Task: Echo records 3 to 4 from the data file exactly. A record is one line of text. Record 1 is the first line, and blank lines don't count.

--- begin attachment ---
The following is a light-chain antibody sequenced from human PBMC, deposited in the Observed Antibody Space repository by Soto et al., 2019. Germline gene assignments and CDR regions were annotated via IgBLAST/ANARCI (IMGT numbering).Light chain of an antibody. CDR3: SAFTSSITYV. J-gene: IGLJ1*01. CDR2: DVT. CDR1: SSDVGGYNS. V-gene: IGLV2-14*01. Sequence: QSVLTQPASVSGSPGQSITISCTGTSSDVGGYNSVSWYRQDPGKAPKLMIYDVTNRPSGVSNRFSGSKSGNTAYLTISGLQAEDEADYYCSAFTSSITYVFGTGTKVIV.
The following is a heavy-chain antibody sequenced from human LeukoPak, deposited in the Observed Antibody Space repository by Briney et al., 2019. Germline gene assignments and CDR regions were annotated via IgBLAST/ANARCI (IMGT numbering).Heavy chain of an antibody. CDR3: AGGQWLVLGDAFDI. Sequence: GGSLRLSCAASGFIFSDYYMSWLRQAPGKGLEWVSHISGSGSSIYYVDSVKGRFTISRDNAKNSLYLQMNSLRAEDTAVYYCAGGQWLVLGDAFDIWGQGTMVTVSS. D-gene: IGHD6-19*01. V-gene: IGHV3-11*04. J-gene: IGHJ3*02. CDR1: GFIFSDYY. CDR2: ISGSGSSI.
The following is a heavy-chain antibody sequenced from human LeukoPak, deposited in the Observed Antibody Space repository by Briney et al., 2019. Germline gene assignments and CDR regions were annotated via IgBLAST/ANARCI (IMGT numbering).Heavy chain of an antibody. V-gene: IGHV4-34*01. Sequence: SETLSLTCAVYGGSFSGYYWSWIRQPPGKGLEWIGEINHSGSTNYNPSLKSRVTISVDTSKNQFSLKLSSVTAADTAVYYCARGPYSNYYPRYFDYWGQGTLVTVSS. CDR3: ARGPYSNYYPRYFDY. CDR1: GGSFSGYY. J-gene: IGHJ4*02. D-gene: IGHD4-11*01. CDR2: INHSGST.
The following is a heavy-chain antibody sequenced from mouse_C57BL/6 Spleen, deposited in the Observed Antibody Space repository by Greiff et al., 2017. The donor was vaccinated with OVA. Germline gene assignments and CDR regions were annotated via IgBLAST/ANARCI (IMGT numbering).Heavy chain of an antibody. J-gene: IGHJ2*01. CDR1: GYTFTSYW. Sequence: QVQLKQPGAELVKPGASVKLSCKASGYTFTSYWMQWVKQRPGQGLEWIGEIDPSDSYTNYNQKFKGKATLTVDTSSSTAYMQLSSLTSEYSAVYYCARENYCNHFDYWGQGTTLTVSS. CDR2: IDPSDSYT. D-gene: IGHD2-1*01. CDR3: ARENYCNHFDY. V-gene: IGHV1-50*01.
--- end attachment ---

The following is a heavy-chain antibody sequenced from human LeukoPak, deposited in the Observed Antibody Space repository by Briney et al., 2019. Germline gene assignments and CDR regions were annotated via IgBLAST/ANARCI (IMGT numbering).Heavy chain of an antibody. V-gene: IGHV4-34*01. Sequence: SETLSLTCAVYGGSFSGYYWSWIRQPPGKGLEWIGEINHSGSTNYNPSLKSRVTISVDTSKNQFSLKLSSVTAADTAVYYCARGPYSNYYPRYFDYWGQGTLVTVSS. CDR3: ARGPYSNYYPRYFDY. CDR1: GGSFSGYY. J-gene: IGHJ4*02. D-gene: IGHD4-11*01. CDR2: INHSGST.
The following is a heavy-chain antibody sequenced from mouse_C57BL/6 Spleen, deposited in the Observed Antibody Space repository by Greiff et al., 2017. The donor was vaccinated with OVA. Germline gene assignments and CDR regions were annotated via IgBLAST/ANARCI (IMGT numbering).Heavy chain of an antibody. J-gene: IGHJ2*01. CDR1: GYTFTSYW. Sequence: QVQLKQPGAELVKPGASVKLSCKASGYTFTSYWMQWVKQRPGQGLEWIGEIDPSDSYTNYNQKFKGKATLTVDTSSSTAYMQLSSLTSEYSAVYYCARENYCNHFDYWGQGTTLTVSS. CDR2: IDPSDSYT. D-gene: IGHD2-1*01. CDR3: ARENYCNHFDY. V-gene: IGHV1-50*01.